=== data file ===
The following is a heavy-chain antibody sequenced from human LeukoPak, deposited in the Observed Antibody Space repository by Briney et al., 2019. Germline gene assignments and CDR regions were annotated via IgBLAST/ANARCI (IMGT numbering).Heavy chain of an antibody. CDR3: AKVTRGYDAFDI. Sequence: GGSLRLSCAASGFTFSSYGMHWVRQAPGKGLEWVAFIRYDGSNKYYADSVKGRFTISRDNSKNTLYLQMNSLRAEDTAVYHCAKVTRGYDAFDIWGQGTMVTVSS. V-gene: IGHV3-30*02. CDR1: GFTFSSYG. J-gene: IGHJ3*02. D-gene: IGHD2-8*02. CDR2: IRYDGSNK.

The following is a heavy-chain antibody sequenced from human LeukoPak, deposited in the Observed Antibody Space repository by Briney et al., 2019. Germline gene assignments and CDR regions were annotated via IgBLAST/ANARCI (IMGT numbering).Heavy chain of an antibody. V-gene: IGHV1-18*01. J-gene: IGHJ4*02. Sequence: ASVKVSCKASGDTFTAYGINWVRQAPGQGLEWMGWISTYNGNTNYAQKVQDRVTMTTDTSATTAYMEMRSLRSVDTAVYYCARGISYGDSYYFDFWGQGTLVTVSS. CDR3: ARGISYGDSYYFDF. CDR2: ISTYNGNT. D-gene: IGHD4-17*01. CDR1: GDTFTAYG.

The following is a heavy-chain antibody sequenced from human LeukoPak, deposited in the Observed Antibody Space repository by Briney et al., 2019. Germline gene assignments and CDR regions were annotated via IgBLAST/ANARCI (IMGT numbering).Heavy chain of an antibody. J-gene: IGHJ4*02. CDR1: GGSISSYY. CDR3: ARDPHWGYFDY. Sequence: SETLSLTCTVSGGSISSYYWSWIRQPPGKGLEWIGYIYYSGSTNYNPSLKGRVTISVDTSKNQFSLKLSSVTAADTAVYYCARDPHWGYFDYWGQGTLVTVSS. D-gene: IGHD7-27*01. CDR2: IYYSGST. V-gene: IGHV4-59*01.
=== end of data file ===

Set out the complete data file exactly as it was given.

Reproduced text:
The following is a heavy-chain antibody sequenced from human LeukoPak, deposited in the Observed Antibody Space repository by Briney et al., 2019. Germline gene assignments and CDR regions were annotated via IgBLAST/ANARCI (IMGT numbering).Heavy chain of an antibody. CDR3: AKVTRGYDAFDI. Sequence: GGSLRLSCAASGFTFSSYGMHWVRQAPGKGLEWVAFIRYDGSNKYYADSVKGRFTISRDNSKNTLYLQMNSLRAEDTAVYHCAKVTRGYDAFDIWGQGTMVTVSS. V-gene: IGHV3-30*02. CDR1: GFTFSSYG. J-gene: IGHJ3*02. D-gene: IGHD2-8*02. CDR2: IRYDGSNK.

The following is a heavy-chain antibody sequenced from human LeukoPak, deposited in the Observed Antibody Space repository by Briney et al., 2019. Germline gene assignments and CDR regions were annotated via IgBLAST/ANARCI (IMGT numbering).Heavy chain of an antibody. V-gene: IGHV1-18*01. J-gene: IGHJ4*02. Sequence: ASVKVSCKASGDTFTAYGINWVRQAPGQGLEWMGWISTYNGNTNYAQKVQDRVTMTTDTSATTAYMEMRSLRSVDTAVYYCARGISYGDSYYFDFWGQGTLVTVSS. CDR3: ARGISYGDSYYFDF. CDR2: ISTYNGNT. D-gene: IGHD4-17*01. CDR1: GDTFTAYG.

The following is a heavy-chain antibody sequenced from human LeukoPak, deposited in the Observed Antibody Space repository by Briney et al., 2019. Germline gene assignments and CDR regions were annotated via IgBLAST/ANARCI (IMGT numbering).Heavy chain of an antibody. J-gene: IGHJ4*02. CDR1: GGSISSYY. CDR3: ARDPHWGYFDY. Sequence: SETLSLTCTVSGGSISSYYWSWIRQPPGKGLEWIGYIYYSGSTNYNPSLKGRVTISVDTSKNQFSLKLSSVTAADTAVYYCARDPHWGYFDYWGQGTLVTVSS. D-gene: IGHD7-27*01. CDR2: IYYSGST. V-gene: IGHV4-59*01.